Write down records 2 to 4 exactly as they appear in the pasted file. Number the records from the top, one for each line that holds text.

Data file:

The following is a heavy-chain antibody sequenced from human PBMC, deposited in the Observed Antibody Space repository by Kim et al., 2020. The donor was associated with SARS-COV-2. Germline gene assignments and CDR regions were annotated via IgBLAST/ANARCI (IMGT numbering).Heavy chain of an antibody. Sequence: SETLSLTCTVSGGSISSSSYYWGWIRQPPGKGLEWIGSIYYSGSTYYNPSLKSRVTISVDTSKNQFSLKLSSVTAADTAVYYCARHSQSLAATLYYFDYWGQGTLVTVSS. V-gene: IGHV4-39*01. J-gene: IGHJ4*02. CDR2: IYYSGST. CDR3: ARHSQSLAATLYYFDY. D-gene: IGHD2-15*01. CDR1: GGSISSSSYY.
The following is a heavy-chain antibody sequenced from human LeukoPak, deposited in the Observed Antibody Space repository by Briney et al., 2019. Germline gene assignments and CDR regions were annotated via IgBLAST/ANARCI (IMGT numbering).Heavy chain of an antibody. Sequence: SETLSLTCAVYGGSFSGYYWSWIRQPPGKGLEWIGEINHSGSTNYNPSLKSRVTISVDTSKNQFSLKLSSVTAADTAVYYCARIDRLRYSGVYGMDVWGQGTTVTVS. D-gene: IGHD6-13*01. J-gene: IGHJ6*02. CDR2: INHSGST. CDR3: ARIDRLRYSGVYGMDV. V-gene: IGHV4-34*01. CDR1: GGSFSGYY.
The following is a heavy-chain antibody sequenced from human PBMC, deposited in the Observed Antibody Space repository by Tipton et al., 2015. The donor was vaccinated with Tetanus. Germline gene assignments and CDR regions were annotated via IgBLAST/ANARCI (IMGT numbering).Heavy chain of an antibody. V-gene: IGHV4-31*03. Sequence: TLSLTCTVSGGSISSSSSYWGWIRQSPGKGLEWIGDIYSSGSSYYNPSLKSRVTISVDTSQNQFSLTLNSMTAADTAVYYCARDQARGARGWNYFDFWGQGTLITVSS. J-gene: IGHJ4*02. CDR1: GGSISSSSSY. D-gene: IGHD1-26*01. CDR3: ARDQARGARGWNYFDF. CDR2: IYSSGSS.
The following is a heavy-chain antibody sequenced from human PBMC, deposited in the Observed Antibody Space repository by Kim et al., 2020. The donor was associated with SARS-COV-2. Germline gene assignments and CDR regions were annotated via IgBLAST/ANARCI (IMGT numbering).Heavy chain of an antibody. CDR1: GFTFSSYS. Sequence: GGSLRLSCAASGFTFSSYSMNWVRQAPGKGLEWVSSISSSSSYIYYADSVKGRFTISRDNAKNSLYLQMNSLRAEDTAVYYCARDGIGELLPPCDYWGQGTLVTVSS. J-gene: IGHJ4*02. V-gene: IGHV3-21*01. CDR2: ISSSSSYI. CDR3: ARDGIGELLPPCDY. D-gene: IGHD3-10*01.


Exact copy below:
The following is a heavy-chain antibody sequenced from human LeukoPak, deposited in the Observed Antibody Space repository by Briney et al., 2019. Germline gene assignments and CDR regions were annotated via IgBLAST/ANARCI (IMGT numbering).Heavy chain of an antibody. Sequence: SETLSLTCAVYGGSFSGYYWSWIRQPPGKGLEWIGEINHSGSTNYNPSLKSRVTISVDTSKNQFSLKLSSVTAADTAVYYCARIDRLRYSGVYGMDVWGQGTTVTVS. D-gene: IGHD6-13*01. J-gene: IGHJ6*02. CDR2: INHSGST. CDR3: ARIDRLRYSGVYGMDV. V-gene: IGHV4-34*01. CDR1: GGSFSGYY.
The following is a heavy-chain antibody sequenced from human PBMC, deposited in the Observed Antibody Space repository by Tipton et al., 2015. The donor was vaccinated with Tetanus. Germline gene assignments and CDR regions were annotated via IgBLAST/ANARCI (IMGT numbering).Heavy chain of an antibody. V-gene: IGHV4-31*03. Sequence: TLSLTCTVSGGSISSSSSYWGWIRQSPGKGLEWIGDIYSSGSSYYNPSLKSRVTISVDTSQNQFSLTLNSMTAADTAVYYCARDQARGARGWNYFDFWGQGTLITVSS. J-gene: IGHJ4*02. CDR1: GGSISSSSSY. D-gene: IGHD1-26*01. CDR3: ARDQARGARGWNYFDF. CDR2: IYSSGSS.
The following is a heavy-chain antibody sequenced from human PBMC, deposited in the Observed Antibody Space repository by Kim et al., 2020. The donor was associated with SARS-COV-2. Germline gene assignments and CDR regions were annotated via IgBLAST/ANARCI (IMGT numbering).Heavy chain of an antibody. CDR1: GFTFSSYS. Sequence: GGSLRLSCAASGFTFSSYSMNWVRQAPGKGLEWVSSISSSSSYIYYADSVKGRFTISRDNAKNSLYLQMNSLRAEDTAVYYCARDGIGELLPPCDYWGQGTLVTVSS. J-gene: IGHJ4*02. V-gene: IGHV3-21*01. CDR2: ISSSSSYI. CDR3: ARDGIGELLPPCDY. D-gene: IGHD3-10*01.